Using this approach, the scientists were able to implant the false memory of being in a box where the mice were given electric shocks even when this did not actually happen, the scientists said.
They also found that the neural connections made during the formation of a genuine memory were practically identical to those made during the formation of a false memory – suggesting a physical basis for false-memory syndrome.
“We found that a false memory interacts with a true memory just like a regular memory. Also, the false memories activated the same region as true memories,” Dr Liu said.
“Interestingly, sometimes people are more confident about false memories than true ones. Without outside references, a false memory is as real as a true memory to us,” he said.
Although a pain stimulus was used in the experiment to stimulate the formation of a false memory in the mice about a fearful situation, the scientists believe other stimuli, such as a particular smell or taste could be used to implant and recover a false memory in the human brain.
“Whether it’s a false or genuine memory, the brain’s neural mechanism underlying the recall of the memory is the same,” said Susumu Tonegawa, director of the RIKEN-MIT Centre for Neural Circuit Genetics in Saitama, Japan, who led the study.
“Humans are highly imaginative animals. Just like our mice, an aversive or appetitive event could be associated with a past experience one may happen to have in mind at that moment, hence a false memory is formed,” Professor Tonegawa said.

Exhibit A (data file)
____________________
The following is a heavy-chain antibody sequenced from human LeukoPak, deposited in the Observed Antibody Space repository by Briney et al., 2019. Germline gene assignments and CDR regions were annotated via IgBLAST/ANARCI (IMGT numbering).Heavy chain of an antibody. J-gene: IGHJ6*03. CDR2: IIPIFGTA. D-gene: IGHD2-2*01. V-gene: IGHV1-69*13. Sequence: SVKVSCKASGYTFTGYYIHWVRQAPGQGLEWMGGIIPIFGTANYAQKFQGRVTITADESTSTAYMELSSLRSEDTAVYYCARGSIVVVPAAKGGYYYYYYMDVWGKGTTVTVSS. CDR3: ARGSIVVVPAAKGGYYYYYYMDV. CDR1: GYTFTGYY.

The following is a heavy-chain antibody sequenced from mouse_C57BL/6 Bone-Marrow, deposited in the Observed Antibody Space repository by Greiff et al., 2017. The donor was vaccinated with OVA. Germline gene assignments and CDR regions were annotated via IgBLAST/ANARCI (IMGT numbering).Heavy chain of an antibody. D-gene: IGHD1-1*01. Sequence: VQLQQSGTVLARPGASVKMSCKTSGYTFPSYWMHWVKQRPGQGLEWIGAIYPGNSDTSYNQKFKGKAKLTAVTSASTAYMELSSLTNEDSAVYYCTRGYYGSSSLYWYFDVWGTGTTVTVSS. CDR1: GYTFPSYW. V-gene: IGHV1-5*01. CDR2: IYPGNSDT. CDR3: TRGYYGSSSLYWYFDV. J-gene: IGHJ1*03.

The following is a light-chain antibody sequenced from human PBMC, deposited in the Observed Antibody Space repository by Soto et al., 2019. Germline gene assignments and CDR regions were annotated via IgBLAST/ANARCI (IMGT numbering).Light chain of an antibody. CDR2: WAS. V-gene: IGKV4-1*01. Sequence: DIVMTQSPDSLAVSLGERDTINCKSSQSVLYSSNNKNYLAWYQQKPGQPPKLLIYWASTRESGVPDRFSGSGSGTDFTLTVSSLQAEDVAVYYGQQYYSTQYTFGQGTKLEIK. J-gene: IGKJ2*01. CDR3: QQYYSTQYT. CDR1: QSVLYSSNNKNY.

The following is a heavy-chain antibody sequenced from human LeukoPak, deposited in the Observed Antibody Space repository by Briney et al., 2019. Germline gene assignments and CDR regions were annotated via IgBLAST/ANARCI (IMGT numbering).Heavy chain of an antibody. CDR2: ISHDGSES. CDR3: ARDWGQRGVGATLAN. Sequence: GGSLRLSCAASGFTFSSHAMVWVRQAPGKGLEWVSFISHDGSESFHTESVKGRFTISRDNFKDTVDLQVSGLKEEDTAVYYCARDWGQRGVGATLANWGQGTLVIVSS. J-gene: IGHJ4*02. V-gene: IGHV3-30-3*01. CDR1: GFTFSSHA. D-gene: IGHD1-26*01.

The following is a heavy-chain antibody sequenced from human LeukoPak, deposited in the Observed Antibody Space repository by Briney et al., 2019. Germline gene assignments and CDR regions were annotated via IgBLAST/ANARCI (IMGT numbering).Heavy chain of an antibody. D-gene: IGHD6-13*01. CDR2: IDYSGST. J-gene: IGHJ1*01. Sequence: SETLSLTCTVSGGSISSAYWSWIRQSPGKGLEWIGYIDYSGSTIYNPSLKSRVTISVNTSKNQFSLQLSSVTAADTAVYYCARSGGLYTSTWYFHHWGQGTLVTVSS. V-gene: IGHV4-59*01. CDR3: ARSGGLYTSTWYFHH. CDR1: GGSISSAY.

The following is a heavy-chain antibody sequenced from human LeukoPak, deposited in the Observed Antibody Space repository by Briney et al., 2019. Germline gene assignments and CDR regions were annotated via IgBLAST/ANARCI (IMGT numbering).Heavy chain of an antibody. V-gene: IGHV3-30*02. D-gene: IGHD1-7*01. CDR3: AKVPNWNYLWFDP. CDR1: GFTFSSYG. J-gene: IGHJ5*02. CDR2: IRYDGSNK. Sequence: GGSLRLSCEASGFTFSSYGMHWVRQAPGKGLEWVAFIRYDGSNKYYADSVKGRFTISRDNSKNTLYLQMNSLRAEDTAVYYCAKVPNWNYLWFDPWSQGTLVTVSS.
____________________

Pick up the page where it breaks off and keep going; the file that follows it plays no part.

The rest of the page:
The precedent: Alan Alda and the eggs
Trying to implant false memories into the minds of people is difficult, but not impossible. One of the most famous cases was the American actor Alan Alda who was making a science documentary about the work of Elizabeth Loftus, a psychologist at the University of Washington in Seattle.
During a picnic lunch on a university campus Alda was offered a hard-boiled egg, which he refused on the grounds that he had made himself sick as a child by eating too many boiled eggs.
It turned out that Ms Loftus had managed to implant this false memory during a previous questionnaire session when she had revealed some “facts” to Alda about his childhood, which included being sick on eggs. She also managed to convince another experiment volunteer that he had got lost in a shopping mall as a child and was “found” by an elderly gentleman who led him back to his mother. Convinced of his false memory, the man even came up with a detailed description of the elderly man who had found him. He also rated this false memory as more real even than some of his genuine childhood memories.
Ms Loftus has also managed to convince people that on a previous trip to Disneyland they had had an encounter with the cartoon character Bugs Bunny, even though this would have been impossible given that the buck-toothed rabbit is owned by the rival Warner Brothers film studio.